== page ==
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Extended leaf phenology and the autumn niche in deciduous forest invasions


The phenology of growth in temperate deciduous forests, including the timing of leaf emergence and senescence, has strong control over ecosystem properties such as productivity1,2 and nutrient cycling3,4, and has an important role in the carbon economy of understory plants5,6,7. Extended leaf phenology, whereby understory species assimilate carbon in early spring before canopy closure or in late autumn after canopy fall, has been identified as a key feature of many forest species invasions5,8,9,10, but it remains unclear whether there are systematic differences in the growth phenology of native and invasive forest species11 or whether invaders are more responsive to warming trends that have lengthened the duration of spring or autumn growth12. Here, in a 3-year monitoring study of 43 native and 30 non-native shrub and liana species common to deciduous forests in the eastern United States, I show that extended autumn leaf phenology is a common attribute of eastern US forest invasions, where non-native species are extending the autumn growing season by an average of 4 weeks compared with natives. In contrast, there was no consistent evidence that non-natives as a group show earlier spring growth phenology, and non-natives were not better able to track interannual variation in spring temperatures. Seasonal leaf production and photosynthetic data suggest that most non-native species capture a significant proportion of their annual carbon assimilate after canopy leaf fall, a behaviour that was virtually absent in natives and consistent across five phylogenetic groups. Pronounced differences in how native and non-native understory species use pre- and post-canopy environments suggest eastern US invaders are driving a seasonal redistribution of forest productivity that may rival climate change in its impact on forest processes.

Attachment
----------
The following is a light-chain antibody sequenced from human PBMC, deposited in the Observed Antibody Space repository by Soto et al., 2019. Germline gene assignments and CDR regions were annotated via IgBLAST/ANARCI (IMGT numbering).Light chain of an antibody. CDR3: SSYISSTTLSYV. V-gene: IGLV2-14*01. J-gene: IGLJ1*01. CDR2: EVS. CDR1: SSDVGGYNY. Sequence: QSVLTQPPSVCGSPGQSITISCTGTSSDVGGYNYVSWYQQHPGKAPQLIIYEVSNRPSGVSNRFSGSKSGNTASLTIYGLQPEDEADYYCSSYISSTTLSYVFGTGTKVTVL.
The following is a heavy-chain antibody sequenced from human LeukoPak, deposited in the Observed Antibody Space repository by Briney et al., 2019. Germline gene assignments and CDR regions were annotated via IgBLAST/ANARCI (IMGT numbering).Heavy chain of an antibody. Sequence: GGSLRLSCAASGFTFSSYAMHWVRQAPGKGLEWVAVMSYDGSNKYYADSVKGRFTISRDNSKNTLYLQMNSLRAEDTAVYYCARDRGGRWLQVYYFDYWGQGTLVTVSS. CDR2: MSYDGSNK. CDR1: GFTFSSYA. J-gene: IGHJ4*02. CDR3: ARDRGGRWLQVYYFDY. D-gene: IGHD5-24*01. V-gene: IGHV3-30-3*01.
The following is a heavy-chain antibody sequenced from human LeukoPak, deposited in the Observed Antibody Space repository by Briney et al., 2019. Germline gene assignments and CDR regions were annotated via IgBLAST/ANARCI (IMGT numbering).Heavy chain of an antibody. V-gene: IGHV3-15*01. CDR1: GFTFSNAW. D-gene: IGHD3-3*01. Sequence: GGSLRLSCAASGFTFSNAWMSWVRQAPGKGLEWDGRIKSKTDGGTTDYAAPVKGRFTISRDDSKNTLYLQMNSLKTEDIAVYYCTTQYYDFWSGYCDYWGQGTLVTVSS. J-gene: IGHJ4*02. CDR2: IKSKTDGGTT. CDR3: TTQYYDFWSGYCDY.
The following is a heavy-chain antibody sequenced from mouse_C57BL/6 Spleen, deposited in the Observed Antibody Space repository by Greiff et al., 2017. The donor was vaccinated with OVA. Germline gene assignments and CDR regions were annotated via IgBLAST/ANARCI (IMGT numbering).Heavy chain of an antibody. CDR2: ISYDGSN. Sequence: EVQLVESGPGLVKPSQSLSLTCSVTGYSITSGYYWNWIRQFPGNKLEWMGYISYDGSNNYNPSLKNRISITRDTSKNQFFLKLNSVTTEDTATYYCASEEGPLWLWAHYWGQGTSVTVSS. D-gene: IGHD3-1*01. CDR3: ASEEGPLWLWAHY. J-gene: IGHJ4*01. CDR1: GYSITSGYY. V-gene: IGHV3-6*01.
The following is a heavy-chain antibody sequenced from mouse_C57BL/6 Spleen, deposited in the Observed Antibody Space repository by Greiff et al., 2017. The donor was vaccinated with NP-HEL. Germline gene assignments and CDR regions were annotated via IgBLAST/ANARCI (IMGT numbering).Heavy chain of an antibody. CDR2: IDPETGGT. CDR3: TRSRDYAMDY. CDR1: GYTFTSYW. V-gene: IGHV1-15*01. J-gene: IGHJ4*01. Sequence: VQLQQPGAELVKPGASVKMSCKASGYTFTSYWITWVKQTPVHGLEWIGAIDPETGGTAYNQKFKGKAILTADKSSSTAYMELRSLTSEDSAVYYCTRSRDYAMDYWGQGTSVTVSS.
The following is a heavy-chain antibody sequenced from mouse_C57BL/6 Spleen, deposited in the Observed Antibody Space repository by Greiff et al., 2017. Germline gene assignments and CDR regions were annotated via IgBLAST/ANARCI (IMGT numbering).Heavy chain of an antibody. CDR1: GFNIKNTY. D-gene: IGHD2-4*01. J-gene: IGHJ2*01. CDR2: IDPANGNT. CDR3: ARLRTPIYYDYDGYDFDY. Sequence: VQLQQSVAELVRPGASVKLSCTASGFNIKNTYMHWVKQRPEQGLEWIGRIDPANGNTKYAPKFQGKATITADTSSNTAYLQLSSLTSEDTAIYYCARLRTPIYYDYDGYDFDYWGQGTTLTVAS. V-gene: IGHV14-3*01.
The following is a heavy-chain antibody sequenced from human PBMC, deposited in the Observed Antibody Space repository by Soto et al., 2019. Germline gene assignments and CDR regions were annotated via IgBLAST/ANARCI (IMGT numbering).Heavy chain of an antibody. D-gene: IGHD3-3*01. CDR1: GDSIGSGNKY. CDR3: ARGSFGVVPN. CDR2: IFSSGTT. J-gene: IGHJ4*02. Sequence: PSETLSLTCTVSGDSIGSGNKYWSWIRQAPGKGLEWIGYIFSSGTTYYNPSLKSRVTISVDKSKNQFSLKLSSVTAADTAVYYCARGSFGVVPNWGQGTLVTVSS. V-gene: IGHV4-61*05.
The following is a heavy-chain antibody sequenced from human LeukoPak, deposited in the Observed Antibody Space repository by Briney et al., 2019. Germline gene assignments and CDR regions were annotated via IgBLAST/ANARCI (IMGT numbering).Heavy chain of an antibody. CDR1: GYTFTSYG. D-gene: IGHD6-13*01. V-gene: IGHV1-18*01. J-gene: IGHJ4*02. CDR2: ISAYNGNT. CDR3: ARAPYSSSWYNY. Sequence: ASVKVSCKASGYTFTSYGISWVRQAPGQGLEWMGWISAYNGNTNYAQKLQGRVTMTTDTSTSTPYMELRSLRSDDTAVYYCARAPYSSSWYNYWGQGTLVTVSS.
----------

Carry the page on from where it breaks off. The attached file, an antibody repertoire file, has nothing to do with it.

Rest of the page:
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Figure 1: Seasonal patterns of leaf emergence and leaf fall for native and non-native species over three growing seasons.
Figure 2: Relative leaf Chl content for native and non-native species.
Figure 3: Proportion of total annual C assimilated in spring and autumn for native and non-native species.


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I acknowledge technical assistance and advice from A. Craddock, S. Anderson, E. Fridley, S. Kelley, A. Surace, L. Giencke and D. Frank, and project support from Syracuse University.

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J.D.F. designed the study, supervised data collection, performed the analyses and wrote the paper.

Corresponding author

Correspondence to Jason D. Fridley.

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The author declares no competing financial interests.

Supplementary information

Supplementary Information

This file contains Supplementary Figures 1-3. Figure 1 includes spring heat accumulation over 2008-2010, Figure 2 a comparison of seasonal photosynthetic rate between native and non-native species, and Figure 3 the seasonal light distribution used in carbon gain models. (PDF 428 kb)

Supplementary Table 1

This file contains data and metadata. (XLS 111 kb)

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Fridley, J. Extended leaf phenology and the autumn niche in deciduous forest invasions. Nature 485, 359–362 (2012).

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